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Captive fledgling American kestrels prefer to play with objects resembling natural prey

AuthorsNegro, Juan J. ; Bustamante, Javier ; Milward, Jane; Bird, David M.
Issue DateOct-1996
CitationAnim. Behav., 1996, 52, 707–714
AbstractObject play may be a mechanism by which young predators acquire skills in manipulating prey, as well as physical strength and endurance. It has also been proposed that fledgling raptors play with live or dead prey if available, but would play with surrogates such as sticks or grass if not. Different objects were offered to captive fledgling American kestrels, Falco sparverius, to test whether they prefer to play with objects resembling prey. Individuals were divided into two groups: those in treatment A were offered mouse mimics, along with one of four objects (large and small pine cones, long and short twigs) which were alternated daily. Individuals in treatment B were offered bottle corks, and the same type of alternative objects as in treatment A. There were no significant differences in the mean number of play instances of birds in each of the two treatments (total of 506 instances). However, fledglings in treatment A played significantly more with the mouse mimics, whereas fledglings in treatment B played with the different objects in proportion to their availability. These results support the hypothesis that young raptors devote a relatively fixed amount of time to object manipulation, and that they prefer to manipulate objects resembling natural prey. The same set of objects were offered to adult American kestrels, but they were never manipulated. This suggests that object play has a function in the maturation of hunting skills of young raptors.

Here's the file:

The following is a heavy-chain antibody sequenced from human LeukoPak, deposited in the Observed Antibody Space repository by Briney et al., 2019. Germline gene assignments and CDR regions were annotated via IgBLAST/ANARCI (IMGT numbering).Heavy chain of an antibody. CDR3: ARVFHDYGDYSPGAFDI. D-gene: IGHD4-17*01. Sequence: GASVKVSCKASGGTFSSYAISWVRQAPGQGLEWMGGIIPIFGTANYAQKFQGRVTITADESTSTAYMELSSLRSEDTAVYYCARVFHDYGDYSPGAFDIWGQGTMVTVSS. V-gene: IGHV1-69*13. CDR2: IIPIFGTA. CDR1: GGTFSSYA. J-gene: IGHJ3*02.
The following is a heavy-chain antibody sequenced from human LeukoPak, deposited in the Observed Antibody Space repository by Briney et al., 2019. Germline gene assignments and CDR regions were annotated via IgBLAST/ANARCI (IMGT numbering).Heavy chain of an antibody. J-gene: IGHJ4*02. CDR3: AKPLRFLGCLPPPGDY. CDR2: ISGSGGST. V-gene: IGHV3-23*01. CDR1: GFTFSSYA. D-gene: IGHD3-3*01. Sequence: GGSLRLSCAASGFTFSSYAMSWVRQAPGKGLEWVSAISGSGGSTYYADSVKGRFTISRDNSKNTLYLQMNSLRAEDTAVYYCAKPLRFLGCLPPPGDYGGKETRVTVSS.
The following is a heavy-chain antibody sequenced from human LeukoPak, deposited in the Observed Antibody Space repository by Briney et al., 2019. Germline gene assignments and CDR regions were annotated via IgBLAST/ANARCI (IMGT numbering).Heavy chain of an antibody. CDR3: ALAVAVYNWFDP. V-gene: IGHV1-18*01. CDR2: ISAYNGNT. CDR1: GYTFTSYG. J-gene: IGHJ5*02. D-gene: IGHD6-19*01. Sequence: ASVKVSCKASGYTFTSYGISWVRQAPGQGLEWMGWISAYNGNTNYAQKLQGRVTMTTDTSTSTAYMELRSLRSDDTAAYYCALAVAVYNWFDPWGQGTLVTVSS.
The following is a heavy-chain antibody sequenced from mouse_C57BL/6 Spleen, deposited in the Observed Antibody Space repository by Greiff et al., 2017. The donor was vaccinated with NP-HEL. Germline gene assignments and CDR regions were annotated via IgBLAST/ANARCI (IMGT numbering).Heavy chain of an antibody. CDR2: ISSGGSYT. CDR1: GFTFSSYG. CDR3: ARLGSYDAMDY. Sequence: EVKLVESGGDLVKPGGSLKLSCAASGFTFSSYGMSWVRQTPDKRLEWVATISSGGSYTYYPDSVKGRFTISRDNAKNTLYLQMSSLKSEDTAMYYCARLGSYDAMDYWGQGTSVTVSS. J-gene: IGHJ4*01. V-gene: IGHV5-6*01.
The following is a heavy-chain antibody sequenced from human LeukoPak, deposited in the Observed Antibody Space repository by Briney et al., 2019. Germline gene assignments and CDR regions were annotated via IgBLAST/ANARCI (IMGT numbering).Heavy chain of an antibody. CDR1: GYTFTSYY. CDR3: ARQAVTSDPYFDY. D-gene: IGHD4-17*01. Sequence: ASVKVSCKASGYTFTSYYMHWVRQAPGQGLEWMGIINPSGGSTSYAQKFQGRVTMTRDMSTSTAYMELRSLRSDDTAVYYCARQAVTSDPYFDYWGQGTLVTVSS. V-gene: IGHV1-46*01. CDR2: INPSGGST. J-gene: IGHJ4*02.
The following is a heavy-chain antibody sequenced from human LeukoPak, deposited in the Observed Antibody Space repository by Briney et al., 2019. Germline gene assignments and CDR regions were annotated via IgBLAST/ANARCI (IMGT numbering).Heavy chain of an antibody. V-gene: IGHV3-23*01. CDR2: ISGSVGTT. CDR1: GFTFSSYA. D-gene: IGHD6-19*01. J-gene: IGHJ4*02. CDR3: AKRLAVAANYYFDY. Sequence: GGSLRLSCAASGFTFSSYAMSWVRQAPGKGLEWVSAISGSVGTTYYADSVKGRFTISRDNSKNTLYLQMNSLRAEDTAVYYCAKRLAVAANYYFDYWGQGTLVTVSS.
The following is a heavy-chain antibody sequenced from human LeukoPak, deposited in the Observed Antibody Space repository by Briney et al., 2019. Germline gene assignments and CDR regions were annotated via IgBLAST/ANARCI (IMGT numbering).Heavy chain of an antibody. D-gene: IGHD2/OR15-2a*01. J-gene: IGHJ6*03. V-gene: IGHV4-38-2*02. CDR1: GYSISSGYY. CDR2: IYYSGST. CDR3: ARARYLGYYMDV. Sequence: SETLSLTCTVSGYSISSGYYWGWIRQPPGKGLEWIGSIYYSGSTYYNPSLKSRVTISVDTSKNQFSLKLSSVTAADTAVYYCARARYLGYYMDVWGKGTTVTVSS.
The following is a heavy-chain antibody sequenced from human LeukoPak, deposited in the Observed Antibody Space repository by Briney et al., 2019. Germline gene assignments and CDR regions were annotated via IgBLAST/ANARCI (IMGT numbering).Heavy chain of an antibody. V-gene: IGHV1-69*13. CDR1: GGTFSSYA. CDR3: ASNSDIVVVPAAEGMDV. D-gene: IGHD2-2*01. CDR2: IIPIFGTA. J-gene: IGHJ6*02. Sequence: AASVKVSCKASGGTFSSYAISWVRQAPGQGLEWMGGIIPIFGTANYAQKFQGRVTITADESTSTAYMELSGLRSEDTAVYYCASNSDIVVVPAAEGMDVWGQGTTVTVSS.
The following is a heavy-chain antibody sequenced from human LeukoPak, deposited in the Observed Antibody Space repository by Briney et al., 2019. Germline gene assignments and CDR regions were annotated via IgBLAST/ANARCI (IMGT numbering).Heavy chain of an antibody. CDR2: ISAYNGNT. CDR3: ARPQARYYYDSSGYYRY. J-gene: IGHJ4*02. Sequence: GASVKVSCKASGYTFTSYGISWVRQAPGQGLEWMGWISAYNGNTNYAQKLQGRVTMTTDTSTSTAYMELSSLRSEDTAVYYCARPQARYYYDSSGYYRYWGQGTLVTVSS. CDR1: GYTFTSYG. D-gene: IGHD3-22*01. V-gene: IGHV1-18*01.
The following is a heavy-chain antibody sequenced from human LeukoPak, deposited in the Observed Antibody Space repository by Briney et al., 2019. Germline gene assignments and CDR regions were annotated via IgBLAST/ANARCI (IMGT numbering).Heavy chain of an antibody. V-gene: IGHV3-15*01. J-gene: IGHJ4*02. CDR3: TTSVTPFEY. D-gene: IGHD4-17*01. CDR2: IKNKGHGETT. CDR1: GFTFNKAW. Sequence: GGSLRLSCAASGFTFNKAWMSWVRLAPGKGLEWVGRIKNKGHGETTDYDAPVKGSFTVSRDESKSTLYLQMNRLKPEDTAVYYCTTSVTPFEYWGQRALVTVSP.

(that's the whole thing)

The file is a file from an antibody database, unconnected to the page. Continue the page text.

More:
Publisher version (URL)http://www.sciencedirect.com/science/journal/00033472
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